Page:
In the last few years there has been a huge increase in film screenings that have moved away from traditional high street cinemas and huge multiplexes.
One of the pioneers of which have been Secret Cinema, with their revolutionary new twist, creating an interactive theatre based on classic films, leading you into film screenings. Such is the level of detail, it takes months of planning with the screenings running for around a month.
In comparison we have another new adventure in film, with backing from VW. The See Film Differently Campaign.
There have come up with a new idea. A truly great idea. To put on exclusive one-off screenings of iconic films in the location that they were originally filmed.
They first began with a screening of American Werewolf in London at London Zoo, last October. The location David Kessler wakes up after his first night of subconscious werewolf activity. The series continued with Get Carter held at Newcastle Racecourse, followed closely by Trainspotting and Attack The Block.
The next event in the series was the timeless Kubrick classic, A Clockwork Orange. Taking place on 2nd June at Brunel University.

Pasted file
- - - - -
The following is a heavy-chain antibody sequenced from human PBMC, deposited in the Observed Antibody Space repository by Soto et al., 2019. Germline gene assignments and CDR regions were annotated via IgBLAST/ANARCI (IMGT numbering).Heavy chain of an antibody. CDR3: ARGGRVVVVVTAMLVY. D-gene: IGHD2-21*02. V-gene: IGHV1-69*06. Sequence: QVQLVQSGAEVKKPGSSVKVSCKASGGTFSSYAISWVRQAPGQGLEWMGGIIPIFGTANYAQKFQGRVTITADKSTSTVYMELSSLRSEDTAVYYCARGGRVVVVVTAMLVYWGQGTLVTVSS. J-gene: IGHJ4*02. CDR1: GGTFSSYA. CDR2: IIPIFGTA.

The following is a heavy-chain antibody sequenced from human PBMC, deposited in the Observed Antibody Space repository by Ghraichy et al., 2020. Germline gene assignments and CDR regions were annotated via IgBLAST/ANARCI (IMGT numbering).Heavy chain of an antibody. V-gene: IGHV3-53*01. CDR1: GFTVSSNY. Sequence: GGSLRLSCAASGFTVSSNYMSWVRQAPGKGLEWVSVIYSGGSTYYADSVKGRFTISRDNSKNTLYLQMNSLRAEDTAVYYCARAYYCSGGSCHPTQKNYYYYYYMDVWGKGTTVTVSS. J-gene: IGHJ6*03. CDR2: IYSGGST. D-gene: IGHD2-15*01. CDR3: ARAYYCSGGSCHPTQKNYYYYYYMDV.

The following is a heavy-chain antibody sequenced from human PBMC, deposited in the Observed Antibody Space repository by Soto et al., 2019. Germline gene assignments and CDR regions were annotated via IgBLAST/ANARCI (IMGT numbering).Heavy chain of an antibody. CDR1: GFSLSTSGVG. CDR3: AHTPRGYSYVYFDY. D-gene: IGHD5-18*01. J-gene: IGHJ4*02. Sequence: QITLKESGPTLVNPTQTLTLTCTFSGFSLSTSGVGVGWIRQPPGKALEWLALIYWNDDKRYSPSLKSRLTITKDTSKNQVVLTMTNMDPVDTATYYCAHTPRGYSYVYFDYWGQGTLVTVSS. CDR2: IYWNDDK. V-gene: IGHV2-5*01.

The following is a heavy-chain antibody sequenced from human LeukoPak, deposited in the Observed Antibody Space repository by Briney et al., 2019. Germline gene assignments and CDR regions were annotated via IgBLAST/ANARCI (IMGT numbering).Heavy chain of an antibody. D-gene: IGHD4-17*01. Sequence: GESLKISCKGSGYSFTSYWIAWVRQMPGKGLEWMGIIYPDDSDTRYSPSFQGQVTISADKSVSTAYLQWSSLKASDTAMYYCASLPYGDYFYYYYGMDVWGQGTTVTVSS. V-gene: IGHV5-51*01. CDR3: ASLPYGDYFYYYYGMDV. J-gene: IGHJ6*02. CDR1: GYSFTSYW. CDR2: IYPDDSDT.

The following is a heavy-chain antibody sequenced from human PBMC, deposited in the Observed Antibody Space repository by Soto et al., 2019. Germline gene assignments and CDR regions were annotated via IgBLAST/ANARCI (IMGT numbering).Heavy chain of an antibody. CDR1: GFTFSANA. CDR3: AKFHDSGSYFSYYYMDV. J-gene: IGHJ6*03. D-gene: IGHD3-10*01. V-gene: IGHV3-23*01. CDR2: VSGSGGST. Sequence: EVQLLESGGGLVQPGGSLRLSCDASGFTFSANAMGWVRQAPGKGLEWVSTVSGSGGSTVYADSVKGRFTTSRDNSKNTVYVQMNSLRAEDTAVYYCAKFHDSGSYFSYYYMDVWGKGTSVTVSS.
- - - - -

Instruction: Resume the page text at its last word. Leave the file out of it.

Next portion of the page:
Celebrating its 40th anniversary this year, it is one of the greatest films to have ever been filmed in the UK. Still widely celebrated and immensely popular all these years later. A far cry from when it was released and swiftly withdrawn by the request of Kubrick himself (in the UK only). The decision had followed death threats to his family and accusations that he had corroded the moral fibre of England with his depiction of ultraviolence. Looking back now it’s hard to see what all the fuss was about.
Had the director been anyone else except Kubrick this would have never been allowed. However, Warner Bros were prepared to bow to Kubrick’s personal wishes as they knew that keeping him happy and on their books was far more important than the revenue of one film in the UK. Many people still believe it was actually banned and the furore surrounding the film has only added to its appeal.